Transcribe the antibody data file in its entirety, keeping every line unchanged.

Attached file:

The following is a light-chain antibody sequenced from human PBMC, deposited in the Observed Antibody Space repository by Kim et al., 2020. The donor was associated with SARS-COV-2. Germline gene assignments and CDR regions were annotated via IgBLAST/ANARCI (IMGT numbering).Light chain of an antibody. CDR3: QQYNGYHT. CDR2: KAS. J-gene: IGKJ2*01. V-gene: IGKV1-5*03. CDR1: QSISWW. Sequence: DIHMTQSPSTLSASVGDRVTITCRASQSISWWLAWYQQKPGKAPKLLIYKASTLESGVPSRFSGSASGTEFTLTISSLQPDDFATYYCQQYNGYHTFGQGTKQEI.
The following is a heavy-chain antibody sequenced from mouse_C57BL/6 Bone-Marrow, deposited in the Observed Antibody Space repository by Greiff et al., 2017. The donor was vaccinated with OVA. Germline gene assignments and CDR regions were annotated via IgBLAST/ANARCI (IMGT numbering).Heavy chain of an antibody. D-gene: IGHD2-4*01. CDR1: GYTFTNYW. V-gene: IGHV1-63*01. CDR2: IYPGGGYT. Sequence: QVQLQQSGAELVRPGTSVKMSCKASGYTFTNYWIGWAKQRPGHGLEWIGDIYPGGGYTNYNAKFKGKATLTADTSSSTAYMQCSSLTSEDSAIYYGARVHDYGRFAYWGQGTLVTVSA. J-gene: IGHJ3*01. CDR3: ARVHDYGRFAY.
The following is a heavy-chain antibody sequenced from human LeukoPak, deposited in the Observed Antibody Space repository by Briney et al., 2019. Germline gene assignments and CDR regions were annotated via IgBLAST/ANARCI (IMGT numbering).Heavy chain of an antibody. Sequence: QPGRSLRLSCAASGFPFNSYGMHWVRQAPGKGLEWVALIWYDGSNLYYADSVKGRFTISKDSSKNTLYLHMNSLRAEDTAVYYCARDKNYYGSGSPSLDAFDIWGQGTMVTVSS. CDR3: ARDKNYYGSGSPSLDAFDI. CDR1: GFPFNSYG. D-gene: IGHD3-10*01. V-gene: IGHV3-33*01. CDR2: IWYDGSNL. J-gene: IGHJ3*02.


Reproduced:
The following is a light-chain antibody sequenced from human PBMC, deposited in the Observed Antibody Space repository by Kim et al., 2020. The donor was associated with SARS-COV-2. Germline gene assignments and CDR regions were annotated via IgBLAST/ANARCI (IMGT numbering).Light chain of an antibody. CDR3: QQYNGYHT. CDR2: KAS. J-gene: IGKJ2*01. V-gene: IGKV1-5*03. CDR1: QSISWW. Sequence: DIHMTQSPSTLSASVGDRVTITCRASQSISWWLAWYQQKPGKAPKLLIYKASTLESGVPSRFSGSASGTEFTLTISSLQPDDFATYYCQQYNGYHTFGQGTKQEI.
The following is a heavy-chain antibody sequenced from mouse_C57BL/6 Bone-Marrow, deposited in the Observed Antibody Space repository by Greiff et al., 2017. The donor was vaccinated with OVA. Germline gene assignments and CDR regions were annotated via IgBLAST/ANARCI (IMGT numbering).Heavy chain of an antibody. D-gene: IGHD2-4*01. CDR1: GYTFTNYW. V-gene: IGHV1-63*01. CDR2: IYPGGGYT. Sequence: QVQLQQSGAELVRPGTSVKMSCKASGYTFTNYWIGWAKQRPGHGLEWIGDIYPGGGYTNYNAKFKGKATLTADTSSSTAYMQCSSLTSEDSAIYYGARVHDYGRFAYWGQGTLVTVSA. J-gene: IGHJ3*01. CDR3: ARVHDYGRFAY.
The following is a heavy-chain antibody sequenced from human LeukoPak, deposited in the Observed Antibody Space repository by Briney et al., 2019. Germline gene assignments and CDR regions were annotated via IgBLAST/ANARCI (IMGT numbering).Heavy chain of an antibody. Sequence: QPGRSLRLSCAASGFPFNSYGMHWVRQAPGKGLEWVALIWYDGSNLYYADSVKGRFTISKDSSKNTLYLHMNSLRAEDTAVYYCARDKNYYGSGSPSLDAFDIWGQGTMVTVSS. CDR3: ARDKNYYGSGSPSLDAFDI. CDR1: GFPFNSYG. D-gene: IGHD3-10*01. V-gene: IGHV3-33*01. CDR2: IWYDGSNL. J-gene: IGHJ3*02.